Mandalas and cultural identity: Increasing positive identification with Chamorro native heritage
Master of Arts in Marriage and Family Therapy
Degree Granting Institution
Notre Dame de Namur University
John Lemmon, PhD
Amy Backos, PhD, ATR-BC
Louvenia Jackson, PhD, ATR-BC
This graduate research study explored the effectiveness of adapting a traditional art directive of mandalas for use with individuals of Chamorro descent to develop positive identification with Chamorro native heritage. Fifty participants participated in the study; the majority were females who resided on the island of Guam; a US territory. Almost half of the participants indicated a positive increase in their identification with Chamorro native heritage after creating their own sea turtle mandala artwork. Data findings from the Chamorro cultural questionnaires indicated specific words, namely ‘Family/Familia’, ‘Food’, and ‘Respect’ as strongly associated with Chamorro culture. Additionally, said words were used frequently by the participants within their artwork. Analysis from 24 submitted artwork indicated ‘Trees and Flora’ as the dominant symbol category. Findings from this study contribute to the growing archive of culturally based research with indigenous populations residing in the contiguous forty-eight states, the non-contiguous states, and territories of the US.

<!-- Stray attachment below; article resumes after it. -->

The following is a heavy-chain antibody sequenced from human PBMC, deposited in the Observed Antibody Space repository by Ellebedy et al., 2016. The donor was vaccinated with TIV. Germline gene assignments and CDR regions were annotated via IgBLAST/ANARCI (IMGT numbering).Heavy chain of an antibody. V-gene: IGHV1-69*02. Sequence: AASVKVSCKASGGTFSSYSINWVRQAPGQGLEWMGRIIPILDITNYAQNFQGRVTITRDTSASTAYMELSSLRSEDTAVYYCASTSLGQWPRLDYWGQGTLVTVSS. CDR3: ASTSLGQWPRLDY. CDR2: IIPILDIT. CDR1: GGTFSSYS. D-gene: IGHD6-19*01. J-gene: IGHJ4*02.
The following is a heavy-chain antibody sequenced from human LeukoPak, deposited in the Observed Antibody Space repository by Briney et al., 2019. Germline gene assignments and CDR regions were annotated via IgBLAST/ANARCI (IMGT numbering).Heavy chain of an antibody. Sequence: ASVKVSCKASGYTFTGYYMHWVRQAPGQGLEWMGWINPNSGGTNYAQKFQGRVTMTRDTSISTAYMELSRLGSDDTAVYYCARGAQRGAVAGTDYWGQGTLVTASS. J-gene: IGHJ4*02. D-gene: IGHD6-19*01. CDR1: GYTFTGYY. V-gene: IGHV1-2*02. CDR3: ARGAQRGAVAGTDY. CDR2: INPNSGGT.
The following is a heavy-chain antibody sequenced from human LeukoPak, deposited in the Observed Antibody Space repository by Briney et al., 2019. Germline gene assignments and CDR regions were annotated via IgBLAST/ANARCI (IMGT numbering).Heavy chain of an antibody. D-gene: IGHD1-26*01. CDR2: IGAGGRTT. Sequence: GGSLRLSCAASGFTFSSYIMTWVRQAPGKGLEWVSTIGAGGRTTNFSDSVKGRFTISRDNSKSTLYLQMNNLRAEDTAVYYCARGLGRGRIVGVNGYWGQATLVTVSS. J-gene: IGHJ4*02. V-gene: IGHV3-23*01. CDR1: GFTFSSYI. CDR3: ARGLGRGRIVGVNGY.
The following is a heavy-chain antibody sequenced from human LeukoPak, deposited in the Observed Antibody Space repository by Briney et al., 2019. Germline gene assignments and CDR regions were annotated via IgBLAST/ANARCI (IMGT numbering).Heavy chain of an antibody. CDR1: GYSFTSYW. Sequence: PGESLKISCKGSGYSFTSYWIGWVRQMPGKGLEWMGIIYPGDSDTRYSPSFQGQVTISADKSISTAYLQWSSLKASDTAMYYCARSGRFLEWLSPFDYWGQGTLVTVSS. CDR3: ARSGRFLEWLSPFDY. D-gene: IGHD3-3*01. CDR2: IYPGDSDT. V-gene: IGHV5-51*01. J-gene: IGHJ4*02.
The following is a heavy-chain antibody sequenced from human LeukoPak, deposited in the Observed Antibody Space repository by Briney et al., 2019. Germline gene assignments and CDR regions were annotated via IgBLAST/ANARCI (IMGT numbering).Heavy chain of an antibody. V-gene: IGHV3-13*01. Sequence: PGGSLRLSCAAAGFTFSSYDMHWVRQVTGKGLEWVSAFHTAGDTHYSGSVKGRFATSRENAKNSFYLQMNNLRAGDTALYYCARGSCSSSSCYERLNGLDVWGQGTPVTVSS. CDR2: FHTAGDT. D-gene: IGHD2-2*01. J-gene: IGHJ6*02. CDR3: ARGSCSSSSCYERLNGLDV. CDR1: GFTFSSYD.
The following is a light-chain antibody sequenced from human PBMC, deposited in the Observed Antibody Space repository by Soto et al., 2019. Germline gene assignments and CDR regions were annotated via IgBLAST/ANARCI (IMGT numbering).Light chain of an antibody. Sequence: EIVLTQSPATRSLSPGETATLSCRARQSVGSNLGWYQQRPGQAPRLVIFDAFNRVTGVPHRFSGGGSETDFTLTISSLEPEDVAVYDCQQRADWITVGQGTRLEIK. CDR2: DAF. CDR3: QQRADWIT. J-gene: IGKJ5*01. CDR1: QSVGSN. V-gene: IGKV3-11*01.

San Nicolas, Aaron, "Mandalas and cultural identity: Increasing positive identification with Chamorro native heritage" (2016). Art Therapy | Electronic Master's Theses 2015 - 2021. 11.